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GMAT Question of the Day – 31/12/2020


In three years–from 1999 to 2001–several million shares of stock were sold by the auto industry to finance twenty new factories, eighty pension funds, and some tens of thousands of new car purchases.



The underlined portion of the sentence is part of a list, so make sure the list items are all parallel – that is, in the same grammatical form. The non-underlined portion, which you can’t change, has “[number] of new car purchases.” Therefore, the other list items must be in the form [number] of [some items]. The phrases “twenty new factories” and “eighty pension funds” are parallel and correct. The other part worth examining is the initial “to finance”; it is correct to say “shares … were sold … to finance [lots of things].” Suspect that (A) is the correct answer, but check the other choices to make sure.

The answer choices begin in various ways, but a scan of the ends reveals a 3-2 split between “and some” in (A), (B), and (C) and just “and” in (D) and (E). This is a good place to start eliminating choices. The word “some” as used in the original sentence means “approximately,” and omitting it changes the meaning of the sentence, so (D) and (E) are incorrect.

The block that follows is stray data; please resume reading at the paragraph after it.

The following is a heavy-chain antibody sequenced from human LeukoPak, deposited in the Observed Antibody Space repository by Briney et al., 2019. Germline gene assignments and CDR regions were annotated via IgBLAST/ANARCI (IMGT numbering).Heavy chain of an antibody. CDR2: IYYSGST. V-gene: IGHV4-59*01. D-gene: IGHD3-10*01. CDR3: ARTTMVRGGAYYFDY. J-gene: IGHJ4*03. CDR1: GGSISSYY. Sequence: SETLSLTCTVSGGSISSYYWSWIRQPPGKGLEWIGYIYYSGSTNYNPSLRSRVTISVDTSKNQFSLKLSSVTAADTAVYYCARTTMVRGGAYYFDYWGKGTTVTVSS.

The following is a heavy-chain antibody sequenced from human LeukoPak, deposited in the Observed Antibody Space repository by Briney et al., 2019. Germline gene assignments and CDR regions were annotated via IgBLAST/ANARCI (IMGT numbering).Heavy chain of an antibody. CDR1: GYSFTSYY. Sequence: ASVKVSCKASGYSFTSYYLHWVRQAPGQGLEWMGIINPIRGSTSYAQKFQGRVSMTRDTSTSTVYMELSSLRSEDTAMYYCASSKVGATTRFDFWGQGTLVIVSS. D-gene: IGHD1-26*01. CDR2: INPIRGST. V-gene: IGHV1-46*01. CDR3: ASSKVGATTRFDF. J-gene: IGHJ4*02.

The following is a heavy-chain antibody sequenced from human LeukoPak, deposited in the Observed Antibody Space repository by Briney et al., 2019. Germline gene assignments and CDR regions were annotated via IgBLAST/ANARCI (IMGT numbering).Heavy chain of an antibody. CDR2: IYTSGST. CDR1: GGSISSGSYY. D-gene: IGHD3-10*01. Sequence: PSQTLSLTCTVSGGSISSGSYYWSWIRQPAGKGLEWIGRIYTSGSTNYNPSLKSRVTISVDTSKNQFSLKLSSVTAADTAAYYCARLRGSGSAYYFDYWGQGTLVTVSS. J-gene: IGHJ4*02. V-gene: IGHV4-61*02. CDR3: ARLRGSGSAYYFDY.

In (B) and (C), the phrases “in order that they might finance” and “so as they might finance,” respectively, are unidiomatic. Correct wording would be in order to finance and so as to finance, but even this would be wordy compared to the original. Thus, (B) and (C) are incorrect. Note that (D) and (E) also begin in a very wordy, awkward manner.

(A) contains no errors and is the most succinct choice. Hence, it is the correct answer.

Clever Academy


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